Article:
He also threw in "Obama has thrown Israel under the bus" as a new urban legend. Israel receives the largest per capita share of US aid, military and economic, in the world. And Obama has repeatedly stated that the US will defend Israel if attacked.

Romney's party vowed to not pass any of Obama's initiatives and succeeded, especially in the last two years. Now Romney is largely running on the the premise that Obama has done nothing. Now Romney expects to unit the country by finding friendly Democrats? Some joke that is.

Yes for Idaho Education fundraiser

If possible is there a way to check who made the contributions? Heard through the grape vine that Frank Vander Sloot cut the check for the entire amount and the rest of the attendees were there for the free shrimp and drinks.

"And when somebody does not do the job,

we got to let them go." (Clint Eastwood, Aug 30). I can understand how an elitist would have trouble with that.

"Obama promised to slow the rise of the oceans....

and to heal the planet. My promise is to help you and your families." (Mitt Romney, Aug 30). One of my GOP convention takeaways.

A proud embelished moment by the intellectually challenged

at what I like to call the "The Bigfoot and Birthers convention" ...

I guess we'll just have wait to see how the....

Biden's Buffoons convention goes.

Polished?

"And if the speech sounded a bit too polished, consider the alternative...."

Funny how we all react to political speeches differently. I didn't think Romney's speech was in any way "polished" - it almost lulled me to sleep a couple of times. I wondered if he wrote it himself, because it seemed to me like a large and varied collection of thoughts and experiences he wanted to share with voters, but they were not well organized and didn't flow together in a thematic sort of way.

Having said that, it has been my experience that very few politicians are truly gifted speakers, and it's a pleasant surprise when you encounter one, which brings up the alternative. Rather than compare Romney's speech to Clint Eastwood's - Eastwood is an aging actor who isn't running for office - it seems more appropriate to compare Romney's oratory skills, which seemed to be lacking in his acceptance speech, to President Obama's soaring but empty rhetoric (i.e. slowing the rise of the oceans and healing the planet). I sense the Obama tide of eloquent words is receding in popularity this time around, that Romney's speech will suffice with voters who are disappointed with the current administration's performance record.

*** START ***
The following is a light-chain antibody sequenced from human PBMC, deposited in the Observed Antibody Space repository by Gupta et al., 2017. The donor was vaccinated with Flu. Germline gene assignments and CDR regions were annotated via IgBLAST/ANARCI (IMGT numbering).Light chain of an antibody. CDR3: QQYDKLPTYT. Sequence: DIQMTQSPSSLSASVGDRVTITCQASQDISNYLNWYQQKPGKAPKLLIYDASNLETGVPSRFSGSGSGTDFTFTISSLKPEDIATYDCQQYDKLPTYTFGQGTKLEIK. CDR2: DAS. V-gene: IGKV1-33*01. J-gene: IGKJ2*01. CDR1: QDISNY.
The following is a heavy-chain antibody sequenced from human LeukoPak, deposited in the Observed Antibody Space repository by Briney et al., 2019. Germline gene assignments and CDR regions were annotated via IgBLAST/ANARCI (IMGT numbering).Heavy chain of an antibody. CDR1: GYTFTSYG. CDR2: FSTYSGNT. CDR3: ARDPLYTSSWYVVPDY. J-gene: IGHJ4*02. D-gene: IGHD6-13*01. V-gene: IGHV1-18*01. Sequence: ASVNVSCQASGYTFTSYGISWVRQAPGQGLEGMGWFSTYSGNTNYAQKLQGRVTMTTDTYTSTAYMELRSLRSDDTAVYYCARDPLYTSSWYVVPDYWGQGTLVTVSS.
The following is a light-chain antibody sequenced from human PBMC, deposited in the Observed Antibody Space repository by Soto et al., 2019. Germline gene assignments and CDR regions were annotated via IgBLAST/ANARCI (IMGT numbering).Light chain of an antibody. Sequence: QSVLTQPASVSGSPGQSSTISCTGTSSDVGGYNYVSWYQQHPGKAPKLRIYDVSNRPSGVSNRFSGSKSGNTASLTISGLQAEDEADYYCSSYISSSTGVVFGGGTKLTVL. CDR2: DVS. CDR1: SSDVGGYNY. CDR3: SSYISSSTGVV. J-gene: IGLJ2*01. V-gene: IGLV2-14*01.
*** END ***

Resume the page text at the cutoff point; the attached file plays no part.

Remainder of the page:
Americans can see through the phony infomercials!!!

A little bump for Romney, mostly in the base that was already there. Will almost be erased after next week Democratic Convention. Romney will choke in the debates and Biden will prove all the lies as Pinochios nose will grow even longer. Romney might still win the popular vote due to the large amounts of TV coverage but the batle ground states will stay or move even more towards Obama. Four more years, sorry Idaho!!!

6-8 percent

"tailored to the undecided voters, what few of them there are"

***
Few?

It's not a "few of them" if they are the winning votes.

And it's not just the undecided voters. It's also the swing voters. Someone may be decided for a condidate but might easily change their mind due to a small, unexpected change in events.